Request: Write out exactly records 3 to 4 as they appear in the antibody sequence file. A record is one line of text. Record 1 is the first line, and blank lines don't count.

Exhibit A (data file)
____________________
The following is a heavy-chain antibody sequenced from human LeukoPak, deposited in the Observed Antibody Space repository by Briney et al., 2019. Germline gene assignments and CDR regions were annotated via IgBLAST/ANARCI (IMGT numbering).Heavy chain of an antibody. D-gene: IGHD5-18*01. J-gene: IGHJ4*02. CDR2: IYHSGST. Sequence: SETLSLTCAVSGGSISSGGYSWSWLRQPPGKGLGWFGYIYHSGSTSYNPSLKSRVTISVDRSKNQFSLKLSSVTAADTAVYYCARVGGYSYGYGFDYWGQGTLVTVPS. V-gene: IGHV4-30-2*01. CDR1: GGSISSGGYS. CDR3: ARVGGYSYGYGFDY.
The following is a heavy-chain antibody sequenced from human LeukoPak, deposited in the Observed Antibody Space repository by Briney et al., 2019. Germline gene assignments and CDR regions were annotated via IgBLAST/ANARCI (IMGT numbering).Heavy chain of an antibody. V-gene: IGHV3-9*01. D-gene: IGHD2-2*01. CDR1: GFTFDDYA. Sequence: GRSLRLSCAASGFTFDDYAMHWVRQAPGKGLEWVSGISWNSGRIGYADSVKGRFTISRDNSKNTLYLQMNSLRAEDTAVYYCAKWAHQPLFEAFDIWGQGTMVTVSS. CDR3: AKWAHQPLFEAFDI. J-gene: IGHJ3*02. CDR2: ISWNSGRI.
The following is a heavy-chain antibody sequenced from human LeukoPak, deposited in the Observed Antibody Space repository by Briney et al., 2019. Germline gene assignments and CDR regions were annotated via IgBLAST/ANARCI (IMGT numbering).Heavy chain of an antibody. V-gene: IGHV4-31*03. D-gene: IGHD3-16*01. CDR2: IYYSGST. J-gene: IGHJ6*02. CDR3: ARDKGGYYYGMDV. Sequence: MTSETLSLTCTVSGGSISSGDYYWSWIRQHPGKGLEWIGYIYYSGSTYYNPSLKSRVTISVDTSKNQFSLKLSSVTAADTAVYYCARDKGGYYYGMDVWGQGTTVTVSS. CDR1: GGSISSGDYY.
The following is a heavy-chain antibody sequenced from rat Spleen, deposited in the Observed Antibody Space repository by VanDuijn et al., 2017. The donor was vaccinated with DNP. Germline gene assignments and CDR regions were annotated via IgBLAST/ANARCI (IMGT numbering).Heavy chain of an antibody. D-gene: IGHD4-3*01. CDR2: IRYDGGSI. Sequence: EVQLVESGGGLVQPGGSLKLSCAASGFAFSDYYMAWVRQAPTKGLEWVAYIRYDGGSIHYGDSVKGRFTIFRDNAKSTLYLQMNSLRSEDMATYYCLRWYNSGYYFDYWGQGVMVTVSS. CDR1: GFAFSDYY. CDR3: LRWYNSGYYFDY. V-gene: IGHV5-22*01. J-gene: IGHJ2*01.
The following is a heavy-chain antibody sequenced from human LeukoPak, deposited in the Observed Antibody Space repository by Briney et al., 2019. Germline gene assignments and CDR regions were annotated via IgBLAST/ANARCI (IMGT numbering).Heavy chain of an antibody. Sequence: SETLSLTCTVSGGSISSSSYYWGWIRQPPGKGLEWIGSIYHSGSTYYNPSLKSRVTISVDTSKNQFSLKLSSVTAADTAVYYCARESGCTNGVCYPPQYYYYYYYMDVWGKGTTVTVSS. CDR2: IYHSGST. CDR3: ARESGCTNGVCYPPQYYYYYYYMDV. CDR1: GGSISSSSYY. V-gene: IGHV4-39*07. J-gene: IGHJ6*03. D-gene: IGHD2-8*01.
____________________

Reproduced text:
The following is a heavy-chain antibody sequenced from human LeukoPak, deposited in the Observed Antibody Space repository by Briney et al., 2019. Germline gene assignments and CDR regions were annotated via IgBLAST/ANARCI (IMGT numbering).Heavy chain of an antibody. V-gene: IGHV4-31*03. D-gene: IGHD3-16*01. CDR2: IYYSGST. J-gene: IGHJ6*02. CDR3: ARDKGGYYYGMDV. Sequence: MTSETLSLTCTVSGGSISSGDYYWSWIRQHPGKGLEWIGYIYYSGSTYYNPSLKSRVTISVDTSKNQFSLKLSSVTAADTAVYYCARDKGGYYYGMDVWGQGTTVTVSS. CDR1: GGSISSGDYY.
The following is a heavy-chain antibody sequenced from rat Spleen, deposited in the Observed Antibody Space repository by VanDuijn et al., 2017. The donor was vaccinated with DNP. Germline gene assignments and CDR regions were annotated via IgBLAST/ANARCI (IMGT numbering).Heavy chain of an antibody. D-gene: IGHD4-3*01. CDR2: IRYDGGSI. Sequence: EVQLVESGGGLVQPGGSLKLSCAASGFAFSDYYMAWVRQAPTKGLEWVAYIRYDGGSIHYGDSVKGRFTIFRDNAKSTLYLQMNSLRSEDMATYYCLRWYNSGYYFDYWGQGVMVTVSS. CDR1: GFAFSDYY. CDR3: LRWYNSGYYFDY. V-gene: IGHV5-22*01. J-gene: IGHJ2*01.